Being out in the countryside with my dogs gives me time to think. I’ve learnt the pleasure of solitude without being lonely, and that’s a good feeling for me.

Welcome to "Man with two dogs" - the family website for dog owners and dog walkers.

This is my countryside diary which appears each Saturday in the Dundee Courier newspaper.

Rainbow palette

June 14th, 2008

“YELLOW IS the colour of my true love's hair” sang 1960s songwriter and folksinger, Donovan, and yellow has been one of the predominant spring colours over recent weeks. The blossom on the spikey, prickly gorse bushes has had an intensity and glow this year which has excelled. Yellow broom, too, has brightened up the roadsides and open patches in the woods as I've driven about the countryside.

The dandelions have flowered and withered, and dandelion  clocks' are shedding their parachute seeds into the wind to land where they will, and grow a new plant. Primroses, the increasingly rare cowslips, buttercups, shrinking violas, marigolds, laburnums and the ripening fields of oil seed rape all add to the sunshine frame of mind that I think of as spring.

“Blue is the colour of the sky” declares the songwriter. There have been some memorable early mornings, clear blue and cloudless – sometimes turning to rain later. But get up early enough and you'll enjoy the best of the day. They say blue is a cold colour, but only when the painter attempts to imitate nature and doesn't succeed.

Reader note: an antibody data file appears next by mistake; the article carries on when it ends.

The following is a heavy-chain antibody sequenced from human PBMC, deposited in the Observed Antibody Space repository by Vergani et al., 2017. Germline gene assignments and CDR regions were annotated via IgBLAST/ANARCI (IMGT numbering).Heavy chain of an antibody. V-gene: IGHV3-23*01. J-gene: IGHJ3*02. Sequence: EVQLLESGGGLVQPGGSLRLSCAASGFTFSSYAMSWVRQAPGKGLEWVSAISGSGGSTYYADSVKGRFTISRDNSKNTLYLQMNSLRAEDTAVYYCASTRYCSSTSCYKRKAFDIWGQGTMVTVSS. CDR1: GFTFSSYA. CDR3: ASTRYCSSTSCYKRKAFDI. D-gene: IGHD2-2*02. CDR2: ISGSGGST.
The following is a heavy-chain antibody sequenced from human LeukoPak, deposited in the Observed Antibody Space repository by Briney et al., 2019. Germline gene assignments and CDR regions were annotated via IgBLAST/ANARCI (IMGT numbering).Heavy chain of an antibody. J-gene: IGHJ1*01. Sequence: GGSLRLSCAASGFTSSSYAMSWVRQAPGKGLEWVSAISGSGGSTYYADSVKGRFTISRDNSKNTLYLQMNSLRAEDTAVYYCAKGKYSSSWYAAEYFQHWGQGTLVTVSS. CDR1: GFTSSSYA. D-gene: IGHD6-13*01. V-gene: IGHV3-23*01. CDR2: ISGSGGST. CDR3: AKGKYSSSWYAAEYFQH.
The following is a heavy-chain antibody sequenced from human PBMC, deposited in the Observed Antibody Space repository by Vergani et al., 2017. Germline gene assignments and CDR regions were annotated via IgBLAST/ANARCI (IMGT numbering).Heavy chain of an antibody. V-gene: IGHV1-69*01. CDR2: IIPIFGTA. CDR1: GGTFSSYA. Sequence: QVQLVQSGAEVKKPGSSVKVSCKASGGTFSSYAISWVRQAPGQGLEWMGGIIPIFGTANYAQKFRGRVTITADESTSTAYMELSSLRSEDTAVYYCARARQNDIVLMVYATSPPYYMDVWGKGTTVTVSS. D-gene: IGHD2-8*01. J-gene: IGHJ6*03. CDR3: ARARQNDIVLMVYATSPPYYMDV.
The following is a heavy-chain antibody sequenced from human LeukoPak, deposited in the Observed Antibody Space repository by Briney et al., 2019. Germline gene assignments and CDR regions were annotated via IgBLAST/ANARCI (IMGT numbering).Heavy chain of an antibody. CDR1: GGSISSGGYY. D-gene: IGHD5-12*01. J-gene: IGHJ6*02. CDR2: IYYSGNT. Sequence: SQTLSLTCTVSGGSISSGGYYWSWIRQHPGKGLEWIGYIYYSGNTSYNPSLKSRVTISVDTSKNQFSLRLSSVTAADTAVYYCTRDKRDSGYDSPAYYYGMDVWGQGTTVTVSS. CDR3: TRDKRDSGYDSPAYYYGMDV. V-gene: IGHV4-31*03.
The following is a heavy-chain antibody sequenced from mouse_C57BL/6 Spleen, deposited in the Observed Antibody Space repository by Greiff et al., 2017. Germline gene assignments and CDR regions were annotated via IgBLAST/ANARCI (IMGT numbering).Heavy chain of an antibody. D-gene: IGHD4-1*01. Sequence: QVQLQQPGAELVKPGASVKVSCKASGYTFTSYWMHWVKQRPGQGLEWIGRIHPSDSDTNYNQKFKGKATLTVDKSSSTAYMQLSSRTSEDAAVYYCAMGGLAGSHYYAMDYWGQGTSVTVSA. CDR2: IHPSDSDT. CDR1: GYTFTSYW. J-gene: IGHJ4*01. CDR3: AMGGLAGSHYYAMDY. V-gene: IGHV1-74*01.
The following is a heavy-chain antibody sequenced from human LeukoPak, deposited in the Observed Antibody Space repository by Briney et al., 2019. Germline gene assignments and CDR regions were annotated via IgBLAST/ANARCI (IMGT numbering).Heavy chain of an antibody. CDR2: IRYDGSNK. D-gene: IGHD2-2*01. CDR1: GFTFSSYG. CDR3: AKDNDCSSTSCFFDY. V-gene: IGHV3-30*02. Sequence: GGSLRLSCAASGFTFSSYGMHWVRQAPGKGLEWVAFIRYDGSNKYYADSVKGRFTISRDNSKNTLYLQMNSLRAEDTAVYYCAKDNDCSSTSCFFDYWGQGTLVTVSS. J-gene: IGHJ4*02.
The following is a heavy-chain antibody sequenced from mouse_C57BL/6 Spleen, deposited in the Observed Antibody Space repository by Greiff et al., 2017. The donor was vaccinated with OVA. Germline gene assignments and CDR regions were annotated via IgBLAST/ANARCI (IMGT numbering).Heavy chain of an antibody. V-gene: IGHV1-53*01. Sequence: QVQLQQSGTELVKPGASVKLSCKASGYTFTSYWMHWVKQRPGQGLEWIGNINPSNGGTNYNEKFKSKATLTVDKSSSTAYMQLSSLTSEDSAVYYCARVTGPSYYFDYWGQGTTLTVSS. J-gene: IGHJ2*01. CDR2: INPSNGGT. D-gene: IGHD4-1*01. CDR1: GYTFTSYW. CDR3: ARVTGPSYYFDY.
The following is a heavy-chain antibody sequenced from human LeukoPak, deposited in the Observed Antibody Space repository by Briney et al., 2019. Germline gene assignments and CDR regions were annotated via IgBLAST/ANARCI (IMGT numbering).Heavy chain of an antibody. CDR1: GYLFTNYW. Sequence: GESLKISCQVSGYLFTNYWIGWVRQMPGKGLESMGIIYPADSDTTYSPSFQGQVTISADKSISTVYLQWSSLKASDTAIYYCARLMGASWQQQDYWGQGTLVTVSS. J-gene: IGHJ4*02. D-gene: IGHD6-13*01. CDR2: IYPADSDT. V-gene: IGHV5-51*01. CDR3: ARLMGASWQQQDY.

Cornflowers, comfrey, tiny forget-me-nots, speedwell have all shown well this spring. There has been a profusion of bluebells, which are a bulb and not to be confused with our native harebells which don't flower till July. It is interesting, though, that leading wildflower painter Mary McMurtrie, in her book  Scottish Wild Flowers', calls the harebell the  Scottish bluebell'.

“Green is the colour of the sparkling corn” – that tests the imagination. Corn is traditionally described as sparkling once it has ripened, but passing a field of growing corn with the early morning sun dancing off the dew adds vitality to the start of the day.

The dogs and I walk beneath a green canopy of fresh, new leaves on the trees. It seemed a matter of only days for the transformation to take place from the bare branches of winter. There's an outbreak of greenery all over the countryside as crops and flowers and plants repeat Nature's eternal cycle of regeneration.

“Mellow is the feeling I get” – continues the singer. My response to spring contrasts with the emotions of the poet Keats in his poem “To Autumn” which starts – “Season of mists and mellow fruitfulness”. Spring's energetic activity is balanced by autumn's relaxed contentment. Keats starts the last verse of his poem – “Where are the songs of spring?” We're singing them right now.

“Freedom is a word I rarely use” – but perhaps I should think about it more often. With the dogs I enjoy the freedom of the countryside, the woods, the riverbanks and the seashore. Freedom of the skies and the seas and lochs. Freedom of the days and of night-time too, and the seasons of the year. I hope I don't take so much freedom for granted.